At its Wednesday session, the United Nations General Assembly will be trying to figure out ways in which the world can help Mali reunite.
Who should take the lead? About this, there is hardly any doubt: the Malian army.
Yet this is the exact same army that lost large chunks of the north to Tuareg rebels earlier this year, staged a coup on 22 March and finally saw invasion by various Salafists forces.
In fact, a persistent stream of information comes from north Mali, and it all points to the same conclusion: everyone is fed up with the Salafist who are destroying people's traditional ways of life. Protests have taken place on the streets of Timbuktu and Gao. Earlier this month, a youth militia in Douentza fought against the occupiers - and lost.
Now in place is an interim government that must eventually lead to the restoration of democracy. But even with some international credibility restored, Mali cannot reconquer the north on its own.
"The army needs weapons, logistics, training and expertise," says Valentina Soria, a researcher on counter-terrorism and security at the London-based Royal United Services Institute (RUSI). Some of this, she thinks will come from the West.
"There may be some weapons shipments or training, but no Western power will commit troops to Mali. And, yes, better intelligence coverage and communication for the West African troops on the ground will certainly be welcomed." But that is as far as it will go.
So the bulk of assistance will come from the neighbours, especially the Economic Community of West African States. But ECOWAS and Mali are not in terribly good books right now. Jeune Afrique reports this week that there are large quantities of vehicles, tanks, rocket-propelled grenades and ammunition sitting in the ports of Conakry, Lomé, Dakar and Abidjan. They were bought by deposed President Amadou Toumani Touré, and ECOWAS is not very keen on rewarding the putschists with a nice arsenal of heavy weaponry.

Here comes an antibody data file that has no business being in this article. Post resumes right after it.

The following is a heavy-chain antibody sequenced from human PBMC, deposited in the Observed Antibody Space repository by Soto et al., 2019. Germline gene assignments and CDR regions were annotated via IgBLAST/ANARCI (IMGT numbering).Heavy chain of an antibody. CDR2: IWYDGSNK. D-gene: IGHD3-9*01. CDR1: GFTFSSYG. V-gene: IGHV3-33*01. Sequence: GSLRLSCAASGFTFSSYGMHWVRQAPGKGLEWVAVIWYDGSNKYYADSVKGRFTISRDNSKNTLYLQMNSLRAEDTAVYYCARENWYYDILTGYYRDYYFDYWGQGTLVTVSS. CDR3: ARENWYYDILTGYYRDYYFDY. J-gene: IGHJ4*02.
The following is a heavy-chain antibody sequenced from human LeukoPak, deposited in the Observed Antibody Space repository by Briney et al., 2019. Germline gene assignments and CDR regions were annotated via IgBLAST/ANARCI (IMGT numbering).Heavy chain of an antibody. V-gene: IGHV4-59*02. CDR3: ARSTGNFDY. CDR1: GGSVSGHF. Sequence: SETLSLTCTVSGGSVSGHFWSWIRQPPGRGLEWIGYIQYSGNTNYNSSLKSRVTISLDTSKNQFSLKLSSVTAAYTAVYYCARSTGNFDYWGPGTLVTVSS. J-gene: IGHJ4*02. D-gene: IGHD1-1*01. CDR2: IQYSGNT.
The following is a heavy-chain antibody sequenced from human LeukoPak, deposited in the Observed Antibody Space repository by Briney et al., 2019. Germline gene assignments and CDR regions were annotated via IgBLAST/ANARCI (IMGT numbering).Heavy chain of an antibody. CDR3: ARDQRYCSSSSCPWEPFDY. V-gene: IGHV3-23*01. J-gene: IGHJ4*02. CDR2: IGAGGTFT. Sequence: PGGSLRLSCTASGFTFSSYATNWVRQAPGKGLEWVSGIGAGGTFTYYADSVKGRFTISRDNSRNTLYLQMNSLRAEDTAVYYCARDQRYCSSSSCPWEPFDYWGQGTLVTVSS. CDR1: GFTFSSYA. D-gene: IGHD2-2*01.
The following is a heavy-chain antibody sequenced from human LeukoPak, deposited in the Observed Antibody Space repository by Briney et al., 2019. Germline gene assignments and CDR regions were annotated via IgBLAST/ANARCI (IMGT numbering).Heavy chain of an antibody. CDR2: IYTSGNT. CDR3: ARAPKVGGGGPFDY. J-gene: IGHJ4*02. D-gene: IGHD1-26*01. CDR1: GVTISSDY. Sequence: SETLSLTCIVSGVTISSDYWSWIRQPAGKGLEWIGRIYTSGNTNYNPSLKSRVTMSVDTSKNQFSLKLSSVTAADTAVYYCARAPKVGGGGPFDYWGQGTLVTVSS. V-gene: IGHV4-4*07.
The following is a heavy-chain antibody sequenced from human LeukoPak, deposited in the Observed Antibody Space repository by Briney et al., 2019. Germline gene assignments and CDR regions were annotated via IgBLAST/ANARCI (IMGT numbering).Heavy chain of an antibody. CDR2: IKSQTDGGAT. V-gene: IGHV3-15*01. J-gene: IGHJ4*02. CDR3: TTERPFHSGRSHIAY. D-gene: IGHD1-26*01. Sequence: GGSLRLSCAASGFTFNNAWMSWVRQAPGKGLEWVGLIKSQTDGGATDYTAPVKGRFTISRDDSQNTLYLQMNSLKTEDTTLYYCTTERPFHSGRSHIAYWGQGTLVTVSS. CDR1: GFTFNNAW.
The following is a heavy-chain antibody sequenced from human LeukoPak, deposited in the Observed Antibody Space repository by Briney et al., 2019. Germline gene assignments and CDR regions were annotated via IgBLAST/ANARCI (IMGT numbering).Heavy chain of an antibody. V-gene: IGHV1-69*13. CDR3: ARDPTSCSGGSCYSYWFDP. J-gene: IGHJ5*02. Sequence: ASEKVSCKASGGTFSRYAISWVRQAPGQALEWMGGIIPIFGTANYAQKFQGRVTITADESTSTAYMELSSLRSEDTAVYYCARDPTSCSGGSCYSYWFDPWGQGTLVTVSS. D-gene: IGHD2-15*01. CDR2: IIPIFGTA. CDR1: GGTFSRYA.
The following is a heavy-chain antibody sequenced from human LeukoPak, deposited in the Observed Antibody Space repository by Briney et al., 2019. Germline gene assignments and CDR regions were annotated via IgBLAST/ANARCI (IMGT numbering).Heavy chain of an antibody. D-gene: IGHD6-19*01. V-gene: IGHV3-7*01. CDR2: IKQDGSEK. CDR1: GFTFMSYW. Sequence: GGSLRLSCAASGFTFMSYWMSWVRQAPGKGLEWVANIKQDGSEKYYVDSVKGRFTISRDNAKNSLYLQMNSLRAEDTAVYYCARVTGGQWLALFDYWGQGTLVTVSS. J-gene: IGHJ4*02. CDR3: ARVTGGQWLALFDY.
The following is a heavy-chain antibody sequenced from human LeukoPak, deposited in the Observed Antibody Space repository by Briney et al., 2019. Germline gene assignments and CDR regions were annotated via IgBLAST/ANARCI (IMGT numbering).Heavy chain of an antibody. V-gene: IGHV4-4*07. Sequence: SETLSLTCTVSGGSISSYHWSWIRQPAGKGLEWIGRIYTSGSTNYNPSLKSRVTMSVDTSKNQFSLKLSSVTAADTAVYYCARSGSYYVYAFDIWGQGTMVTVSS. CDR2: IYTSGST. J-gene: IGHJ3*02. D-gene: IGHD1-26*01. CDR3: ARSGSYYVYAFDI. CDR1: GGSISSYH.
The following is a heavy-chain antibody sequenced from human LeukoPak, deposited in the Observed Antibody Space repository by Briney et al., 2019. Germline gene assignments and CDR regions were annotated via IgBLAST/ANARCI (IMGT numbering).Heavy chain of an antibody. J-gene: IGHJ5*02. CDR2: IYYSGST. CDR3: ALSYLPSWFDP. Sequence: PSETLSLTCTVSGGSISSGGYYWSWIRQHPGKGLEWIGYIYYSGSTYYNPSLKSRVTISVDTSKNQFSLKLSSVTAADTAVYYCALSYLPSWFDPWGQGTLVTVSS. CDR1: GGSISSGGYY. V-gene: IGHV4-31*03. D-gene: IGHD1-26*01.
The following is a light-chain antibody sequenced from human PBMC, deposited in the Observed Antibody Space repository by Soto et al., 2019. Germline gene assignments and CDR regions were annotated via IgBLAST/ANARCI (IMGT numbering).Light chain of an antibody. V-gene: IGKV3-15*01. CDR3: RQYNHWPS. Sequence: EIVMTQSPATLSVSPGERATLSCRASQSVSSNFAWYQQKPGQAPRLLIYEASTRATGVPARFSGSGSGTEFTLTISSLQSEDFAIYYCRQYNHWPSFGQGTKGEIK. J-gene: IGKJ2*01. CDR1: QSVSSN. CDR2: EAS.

A lot of bad air must be cleared before the first West African troops can even walk in. And once that finally occurs, Soria believes recovery of the north will have to follow a particular sequence.
"First, the troops will have to take the main centres, so that the state can restore its authority there. And then they will have to extend their operations and take the centres of control that are in Islamists or Taureg hands," she says.
The plan, therefore, is to first retake Kidal, Gao, Timbuktu and possibly a few other major cities. Next, with the help of (overt or covert) intelligence from France and the United States, the irregular forces will be removed from their own command and control centres.
A rebel is a rebel
Soria makes no distinction between Salafist and Tuareg rebels - neither do Malians in the south. Popular rap tunes exhort Malian soldiers to move back to the north and get rid of everyone who has invaded the region since the beginning of the year: Tuareg rebels, Salafist fighters and al-Qaeda in the Islamic Mahreb (AQIM).
One question remains, though. If West African troops, with some help, manage to rid the north of its invaders - and that's a big if - where will these rebels go?
Soria says: "For years, they have been an established presence in ill-patrolled border areas with Niger, Mauritania, Algeria and also Libya. So if the north of Mali is taken back by the Malian state, they will go back to those border areas and stay there."